Patient-centred education

It is easier to be patient-centred when you are trained that way. I wasn’t. Patient-centred care was not a phrase I heard at medical-school in the 1990s and I suspect that the majority of medical professionals have had no specific training in patient-centred care. In medical education in the UK basic attempts are made in communication-skills training. Bombeke found that medical students were able to draw on their communication skills training, but it did not translate well between medical education and clinical contexts. In the post-graduate GP curriculum, communication skills may be treated by strategically minded students as hoops to jump through or tricks to perform to get through an exam, rather than a core value that underpins their practice. They conflict with other necessities, like diagnostic-skills, time-keeping and the demands of guidelines, targets and incentives. Patient-centred care may be reduced to rote questions, “what are the patient’s ideas, concerns and expectations?” and ‘shared decision making’ becomes a matter of telling the patient everything we know, and asking them what they want to do. After a while, so many so many patients reply, “I don’t know, what do you think?” that we sink back into a benevolent paternalism. The benevolence shouldn’t be underestimated. In my experience, the vast majority of doctors who have little idea about patient-centred care lack neither kindness nor competence. Patient-centred skills of narrative humility, epistemic justice, values based care and shared decision-making can be taught, but they take time, patience and expertise. Atul Gawande’s four questions are a simple and useful start; What do you understand? What matters most to you? What are you most afraid of? And what compromises or risks are you willing to take? Time required to teach sophisticated communication skills is contested by many who think time would be better spent on teaching statistics or anatomy.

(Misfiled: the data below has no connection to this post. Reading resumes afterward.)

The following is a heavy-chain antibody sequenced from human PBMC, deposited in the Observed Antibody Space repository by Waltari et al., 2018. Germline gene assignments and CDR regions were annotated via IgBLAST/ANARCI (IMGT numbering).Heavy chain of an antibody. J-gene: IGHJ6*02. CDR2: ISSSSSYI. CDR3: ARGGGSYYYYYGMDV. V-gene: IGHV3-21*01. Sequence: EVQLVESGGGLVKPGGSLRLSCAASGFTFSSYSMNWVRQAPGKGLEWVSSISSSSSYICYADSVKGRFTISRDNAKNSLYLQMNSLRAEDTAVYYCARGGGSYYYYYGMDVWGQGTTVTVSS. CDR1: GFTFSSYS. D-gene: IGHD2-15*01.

Patient, person or relationship-centred care?

Good health depends on us having healthy relationships in three areas; with people (including carers, family, colleagues etc.), materials (including the built environment and the ‘stuff’ around us) and organisations (including systems, pathways, lines of communication etc.) The importance of healthy relationships has been highlighted by a recent report from Relate, a short book called Humanising Healthcare and longer book called Intelligent Kindness, Reforming the Culture of Healthcare. What they share with a growing literature on empathy and compassion in healthcare is the understanding that the way we treat patients is a reflection of the way we, ourselves are treated. In Bomeke’s study, she discovered that medical students who sustained patient-centredness were those who experienced student-centred relationships with supervisors who spent long enough with them to get to know them.

The politics of patient centred care

There is a simplistic, politically useful conception of power as something akin to a football that can be passed between patients, professionals and organisations. According to this view, professionals and organisations refuse to share power with patients because of vested interests. The policy implications that follow from this are that professionals and public healthcare institutions need to be disempowered. One problem with this view is that by any measure the NHS is not centred on the needs of professionals. A lack of time even to attend to basic bodily functions combined with a culture of bullying and fear, rising levels of staff sickness with stress and mental illness, all point to an organisation that is anything but centred on the needs of its staff. If there is any validity in the conception of power as a football on which attention is centred, it is that a great deal of damage is done fighting for possession.

A more sophisticated and realistic conception of power is,